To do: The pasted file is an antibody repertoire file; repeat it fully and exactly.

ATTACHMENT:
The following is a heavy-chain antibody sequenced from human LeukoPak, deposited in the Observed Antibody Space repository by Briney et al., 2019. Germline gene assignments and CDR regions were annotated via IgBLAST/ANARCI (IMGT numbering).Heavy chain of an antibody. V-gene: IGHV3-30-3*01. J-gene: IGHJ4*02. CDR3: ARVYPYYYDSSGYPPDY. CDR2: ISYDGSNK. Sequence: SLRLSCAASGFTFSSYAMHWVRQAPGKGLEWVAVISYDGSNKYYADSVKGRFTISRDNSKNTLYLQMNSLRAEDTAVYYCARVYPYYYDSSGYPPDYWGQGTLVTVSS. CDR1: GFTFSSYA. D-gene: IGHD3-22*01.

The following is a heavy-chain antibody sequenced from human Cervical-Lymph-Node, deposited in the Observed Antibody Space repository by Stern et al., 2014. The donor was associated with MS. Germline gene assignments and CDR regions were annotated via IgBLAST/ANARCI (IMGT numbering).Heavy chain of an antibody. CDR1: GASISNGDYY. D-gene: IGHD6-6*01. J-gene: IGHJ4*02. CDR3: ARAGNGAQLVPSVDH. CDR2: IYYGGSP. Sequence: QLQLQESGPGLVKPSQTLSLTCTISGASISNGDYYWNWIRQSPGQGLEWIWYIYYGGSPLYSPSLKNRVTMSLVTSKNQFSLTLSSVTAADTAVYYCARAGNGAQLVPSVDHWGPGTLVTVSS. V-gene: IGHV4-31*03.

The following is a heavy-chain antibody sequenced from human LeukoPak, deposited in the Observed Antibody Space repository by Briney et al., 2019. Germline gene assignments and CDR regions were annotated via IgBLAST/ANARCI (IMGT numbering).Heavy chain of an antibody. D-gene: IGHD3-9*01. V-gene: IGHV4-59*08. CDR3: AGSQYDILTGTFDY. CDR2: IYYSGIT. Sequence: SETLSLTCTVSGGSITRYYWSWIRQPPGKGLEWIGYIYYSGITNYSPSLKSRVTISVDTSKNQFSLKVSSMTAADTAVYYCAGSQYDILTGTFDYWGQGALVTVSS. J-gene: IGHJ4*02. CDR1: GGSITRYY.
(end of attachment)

The following is a heavy-chain antibody sequenced from human LeukoPak, deposited in the Observed Antibody Space repository by Briney et al., 2019. Germline gene assignments and CDR regions were annotated via IgBLAST/ANARCI (IMGT numbering).Heavy chain of an antibody. V-gene: IGHV3-30-3*01. J-gene: IGHJ4*02. CDR3: ARVYPYYYDSSGYPPDY. CDR2: ISYDGSNK. Sequence: SLRLSCAASGFTFSSYAMHWVRQAPGKGLEWVAVISYDGSNKYYADSVKGRFTISRDNSKNTLYLQMNSLRAEDTAVYYCARVYPYYYDSSGYPPDYWGQGTLVTVSS. CDR1: GFTFSSYA. D-gene: IGHD3-22*01.

The following is a heavy-chain antibody sequenced from human Cervical-Lymph-Node, deposited in the Observed Antibody Space repository by Stern et al., 2014. The donor was associated with MS. Germline gene assignments and CDR regions were annotated via IgBLAST/ANARCI (IMGT numbering).Heavy chain of an antibody. CDR1: GASISNGDYY. D-gene: IGHD6-6*01. J-gene: IGHJ4*02. CDR3: ARAGNGAQLVPSVDH. CDR2: IYYGGSP. Sequence: QLQLQESGPGLVKPSQTLSLTCTISGASISNGDYYWNWIRQSPGQGLEWIWYIYYGGSPLYSPSLKNRVTMSLVTSKNQFSLTLSSVTAADTAVYYCARAGNGAQLVPSVDHWGPGTLVTVSS. V-gene: IGHV4-31*03.

The following is a heavy-chain antibody sequenced from human LeukoPak, deposited in the Observed Antibody Space repository by Briney et al., 2019. Germline gene assignments and CDR regions were annotated via IgBLAST/ANARCI (IMGT numbering).Heavy chain of an antibody. D-gene: IGHD3-9*01. V-gene: IGHV4-59*08. CDR3: AGSQYDILTGTFDY. CDR2: IYYSGIT. Sequence: SETLSLTCTVSGGSITRYYWSWIRQPPGKGLEWIGYIYYSGITNYSPSLKSRVTISVDTSKNQFSLKVSSMTAADTAVYYCAGSQYDILTGTFDYWGQGALVTVSS. J-gene: IGHJ4*02. CDR1: GGSITRYY.